Airstrikes pound Tripoli as NATO escalates Libya campaign
An increase in NATO strikes along with British and French commitment to deploy attack helicopters may be aimed at breaking a stalemate in the conflict.
The strikes – combined with a fresh commitment by Britain and France to deploy highly precise attack helicopters in Libya – appeared to signal a NATO escalation to break the current stalemate, if not actually target the Libyan leader.
"I think it is an absolute sign of [NATO] intensification, soon after the announcement of new military helicopters to be deployed," says an opposition activist in the capital, where some 20 thunderous blasts came in 30 minutes. "This sends a message that the focus is on the regime stronghold. This suggests that [NATO] really wants to decapitate this killing machine, rather than eat away at it."
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NATO said it was targeting a facility adjacent to Col. Qaddafi's compound for vehicles that were "active" in resupplying pro-Qaddafi forces that mounted "attacks against innocent civilians." The Western military alliance, which took the lead from US military planners soon after a mid-March UN Security Council resolution authorized "all necessary means" to protect civilians, says it is not targeting individuals.
But the intensity of bombardment in the vicinity of Qaddafi's headquarters early Tuesday convinced some in Tripoli otherwise. British Foreign Secretary William Hague said, “We are very much behind the intensification of the military campaign and … so is France.”
NATO's escalation has heartened the beleaguered opposition movement, although it remains unclear whether military might alone can tip the balance in Libya. And even if it does, what would come next is uncertain.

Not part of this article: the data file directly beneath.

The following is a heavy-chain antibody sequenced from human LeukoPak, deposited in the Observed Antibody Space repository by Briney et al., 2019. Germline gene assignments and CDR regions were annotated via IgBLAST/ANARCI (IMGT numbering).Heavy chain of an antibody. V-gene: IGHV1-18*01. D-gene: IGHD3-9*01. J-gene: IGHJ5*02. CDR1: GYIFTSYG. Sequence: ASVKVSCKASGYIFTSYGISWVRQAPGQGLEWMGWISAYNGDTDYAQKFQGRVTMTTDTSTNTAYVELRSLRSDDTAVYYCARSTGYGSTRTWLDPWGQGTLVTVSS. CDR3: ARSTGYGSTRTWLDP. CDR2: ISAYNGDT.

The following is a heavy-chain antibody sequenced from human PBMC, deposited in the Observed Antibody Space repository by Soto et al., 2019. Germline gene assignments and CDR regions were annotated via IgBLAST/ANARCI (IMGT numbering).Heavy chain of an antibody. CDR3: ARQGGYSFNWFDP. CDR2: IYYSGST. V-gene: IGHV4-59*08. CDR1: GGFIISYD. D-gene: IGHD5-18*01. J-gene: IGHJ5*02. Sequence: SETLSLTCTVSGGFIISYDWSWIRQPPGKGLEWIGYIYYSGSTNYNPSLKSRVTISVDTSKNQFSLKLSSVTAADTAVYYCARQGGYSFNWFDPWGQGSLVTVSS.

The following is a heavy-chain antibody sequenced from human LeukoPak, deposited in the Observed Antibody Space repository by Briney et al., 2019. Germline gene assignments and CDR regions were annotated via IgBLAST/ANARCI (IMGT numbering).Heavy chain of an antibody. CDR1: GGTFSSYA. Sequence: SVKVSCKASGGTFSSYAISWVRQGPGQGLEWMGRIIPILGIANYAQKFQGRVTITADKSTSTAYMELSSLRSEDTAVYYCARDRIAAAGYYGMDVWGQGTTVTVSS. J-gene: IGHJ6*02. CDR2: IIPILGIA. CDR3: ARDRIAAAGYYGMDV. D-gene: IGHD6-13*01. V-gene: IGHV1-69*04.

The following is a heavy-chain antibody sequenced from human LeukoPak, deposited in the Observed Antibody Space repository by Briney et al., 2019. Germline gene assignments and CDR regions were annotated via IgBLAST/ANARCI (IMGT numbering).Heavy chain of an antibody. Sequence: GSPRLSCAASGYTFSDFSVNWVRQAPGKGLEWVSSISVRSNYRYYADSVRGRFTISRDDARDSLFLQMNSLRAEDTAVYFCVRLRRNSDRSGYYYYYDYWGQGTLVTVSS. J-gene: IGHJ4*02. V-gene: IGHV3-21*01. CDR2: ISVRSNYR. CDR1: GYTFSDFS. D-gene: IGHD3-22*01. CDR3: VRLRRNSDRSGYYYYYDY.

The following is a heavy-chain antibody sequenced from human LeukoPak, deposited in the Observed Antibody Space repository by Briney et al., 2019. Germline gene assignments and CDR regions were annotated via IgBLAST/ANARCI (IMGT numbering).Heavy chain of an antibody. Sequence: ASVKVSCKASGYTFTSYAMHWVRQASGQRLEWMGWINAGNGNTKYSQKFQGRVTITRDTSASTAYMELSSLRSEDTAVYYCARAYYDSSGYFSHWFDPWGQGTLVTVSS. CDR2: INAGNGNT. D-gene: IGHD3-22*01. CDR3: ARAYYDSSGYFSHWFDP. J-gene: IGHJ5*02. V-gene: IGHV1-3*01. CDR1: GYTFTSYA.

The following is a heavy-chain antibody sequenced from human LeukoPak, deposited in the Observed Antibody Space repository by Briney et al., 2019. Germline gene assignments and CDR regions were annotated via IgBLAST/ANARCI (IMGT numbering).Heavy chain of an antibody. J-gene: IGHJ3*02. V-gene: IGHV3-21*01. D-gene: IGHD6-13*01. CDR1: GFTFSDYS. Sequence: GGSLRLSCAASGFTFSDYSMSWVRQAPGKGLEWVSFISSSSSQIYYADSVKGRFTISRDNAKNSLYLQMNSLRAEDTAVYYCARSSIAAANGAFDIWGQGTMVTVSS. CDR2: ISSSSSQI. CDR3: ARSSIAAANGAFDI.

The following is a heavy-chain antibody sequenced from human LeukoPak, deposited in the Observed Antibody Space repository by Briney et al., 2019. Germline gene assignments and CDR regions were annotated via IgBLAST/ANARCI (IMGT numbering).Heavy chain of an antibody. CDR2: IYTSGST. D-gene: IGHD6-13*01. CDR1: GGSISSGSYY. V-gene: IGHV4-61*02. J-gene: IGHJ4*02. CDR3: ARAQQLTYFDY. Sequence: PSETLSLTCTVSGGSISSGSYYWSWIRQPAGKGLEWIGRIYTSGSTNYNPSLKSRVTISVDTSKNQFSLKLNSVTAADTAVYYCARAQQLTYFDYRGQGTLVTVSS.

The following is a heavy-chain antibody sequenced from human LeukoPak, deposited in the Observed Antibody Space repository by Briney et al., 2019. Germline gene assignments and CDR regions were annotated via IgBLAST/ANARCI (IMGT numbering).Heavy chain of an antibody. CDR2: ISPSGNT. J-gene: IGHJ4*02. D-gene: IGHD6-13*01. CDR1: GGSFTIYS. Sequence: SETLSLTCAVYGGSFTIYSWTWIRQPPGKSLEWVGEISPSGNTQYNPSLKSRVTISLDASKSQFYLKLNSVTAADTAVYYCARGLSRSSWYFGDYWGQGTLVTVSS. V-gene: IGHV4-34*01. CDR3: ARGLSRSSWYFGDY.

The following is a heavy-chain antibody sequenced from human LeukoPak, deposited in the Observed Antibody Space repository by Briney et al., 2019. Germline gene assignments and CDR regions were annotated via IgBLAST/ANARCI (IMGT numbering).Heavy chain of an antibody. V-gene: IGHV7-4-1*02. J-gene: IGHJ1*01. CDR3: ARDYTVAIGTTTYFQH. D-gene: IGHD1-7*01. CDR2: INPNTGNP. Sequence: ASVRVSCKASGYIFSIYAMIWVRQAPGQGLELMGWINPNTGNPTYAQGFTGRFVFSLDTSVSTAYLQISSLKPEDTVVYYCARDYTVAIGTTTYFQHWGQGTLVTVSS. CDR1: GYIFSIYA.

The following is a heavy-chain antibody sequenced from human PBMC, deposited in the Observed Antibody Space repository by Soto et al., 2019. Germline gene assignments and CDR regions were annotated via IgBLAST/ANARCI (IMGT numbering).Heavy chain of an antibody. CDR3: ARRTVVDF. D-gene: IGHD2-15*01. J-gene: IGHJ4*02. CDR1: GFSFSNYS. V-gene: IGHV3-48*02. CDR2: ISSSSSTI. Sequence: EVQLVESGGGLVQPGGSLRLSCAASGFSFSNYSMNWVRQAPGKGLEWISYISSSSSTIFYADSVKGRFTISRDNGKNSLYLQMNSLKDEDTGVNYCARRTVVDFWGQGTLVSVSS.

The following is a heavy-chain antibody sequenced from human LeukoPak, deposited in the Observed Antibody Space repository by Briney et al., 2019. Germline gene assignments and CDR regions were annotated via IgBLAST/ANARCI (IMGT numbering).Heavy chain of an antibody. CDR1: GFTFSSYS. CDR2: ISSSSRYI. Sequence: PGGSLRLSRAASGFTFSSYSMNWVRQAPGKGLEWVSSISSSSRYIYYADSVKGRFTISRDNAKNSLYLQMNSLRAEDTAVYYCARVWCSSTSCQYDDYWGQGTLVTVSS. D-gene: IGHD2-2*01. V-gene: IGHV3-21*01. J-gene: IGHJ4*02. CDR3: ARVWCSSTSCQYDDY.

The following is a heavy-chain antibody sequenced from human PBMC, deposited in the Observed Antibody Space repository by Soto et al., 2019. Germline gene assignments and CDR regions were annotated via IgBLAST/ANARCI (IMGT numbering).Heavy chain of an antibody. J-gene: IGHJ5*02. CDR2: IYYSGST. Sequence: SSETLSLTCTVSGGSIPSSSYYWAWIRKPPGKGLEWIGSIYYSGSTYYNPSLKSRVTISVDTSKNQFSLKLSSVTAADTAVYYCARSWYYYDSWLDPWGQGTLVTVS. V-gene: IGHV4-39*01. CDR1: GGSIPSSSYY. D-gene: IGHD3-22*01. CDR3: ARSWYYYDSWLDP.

"The more they bomb, the higher our spirits," says the activist in Tripoli, who says Libyans came out to cheer and whistle from their rooftops. After the bombardment, he says, Qaddafi loyalists patrolled the streets "shooting in the air and at walls to silence everyone."
Fading optimism in rebels' de facto capital
A European analyst in the eastern city of Benghazi says that the initial optimism, elation, and energy of rebel gains in the three-month civil war has been "fading" in the de facto rebel capital of Benghazi. Rebel control in eastern Libya has solidified but not expanded, despite some 2,500 NATO airstrikes in the last two months.
"There is much less talk about liberating Tripoli these days," says the analyst, who could not be named because he is not authorized to speak to the media. "They're increasingly sitting back and assuming that NATO will take care of it for them, but I'm yet to find a military historian who can point to a conflict that was won from the air alone."
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Opposition politicians are politicking "for their own future," he says, communications with Tripoli are "terrible," and there is "no real military chain of command" that can take on pro-Qaddafi forces.
The opposition – and NATO also – appear to be betting on military pressure breaking the stalemate, despite legal restrictions of the UN Security Council resolution that authorized NATO strikes.
The UN resolution specifically rules out foreign "boots on the ground." But in terms of targeting Qaddafi, some Western leaders, especially in the US, France, and Britain, have more than hinted that going after Libya's command structure might be interpreted to mean removing the man at its head.